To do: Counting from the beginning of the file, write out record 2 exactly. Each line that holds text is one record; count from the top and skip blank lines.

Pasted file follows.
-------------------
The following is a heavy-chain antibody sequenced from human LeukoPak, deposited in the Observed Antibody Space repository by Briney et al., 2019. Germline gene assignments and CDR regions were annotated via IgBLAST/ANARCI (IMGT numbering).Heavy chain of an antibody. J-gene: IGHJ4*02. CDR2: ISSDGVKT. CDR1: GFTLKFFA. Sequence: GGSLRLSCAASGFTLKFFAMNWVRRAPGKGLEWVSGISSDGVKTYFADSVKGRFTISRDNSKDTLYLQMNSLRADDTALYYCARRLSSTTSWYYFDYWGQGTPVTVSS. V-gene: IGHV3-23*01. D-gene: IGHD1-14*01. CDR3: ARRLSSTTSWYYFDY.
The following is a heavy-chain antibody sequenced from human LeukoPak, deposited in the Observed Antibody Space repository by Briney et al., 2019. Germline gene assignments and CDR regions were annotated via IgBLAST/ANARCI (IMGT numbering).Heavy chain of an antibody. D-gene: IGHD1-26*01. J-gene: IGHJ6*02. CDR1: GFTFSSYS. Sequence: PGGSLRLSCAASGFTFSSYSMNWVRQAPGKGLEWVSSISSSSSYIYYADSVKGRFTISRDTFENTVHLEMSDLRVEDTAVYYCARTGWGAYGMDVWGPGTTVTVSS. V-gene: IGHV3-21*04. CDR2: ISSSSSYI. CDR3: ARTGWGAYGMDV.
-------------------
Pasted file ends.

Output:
The following is a heavy-chain antibody sequenced from human LeukoPak, deposited in the Observed Antibody Space repository by Briney et al., 2019. Germline gene assignments and CDR regions were annotated via IgBLAST/ANARCI (IMGT numbering).Heavy chain of an antibody. D-gene: IGHD1-26*01. J-gene: IGHJ6*02. CDR1: GFTFSSYS. Sequence: PGGSLRLSCAASGFTFSSYSMNWVRQAPGKGLEWVSSISSSSSYIYYADSVKGRFTISRDTFENTVHLEMSDLRVEDTAVYYCARTGWGAYGMDVWGPGTTVTVSS. V-gene: IGHV3-21*04. CDR2: ISSSSSYI. CDR3: ARTGWGAYGMDV.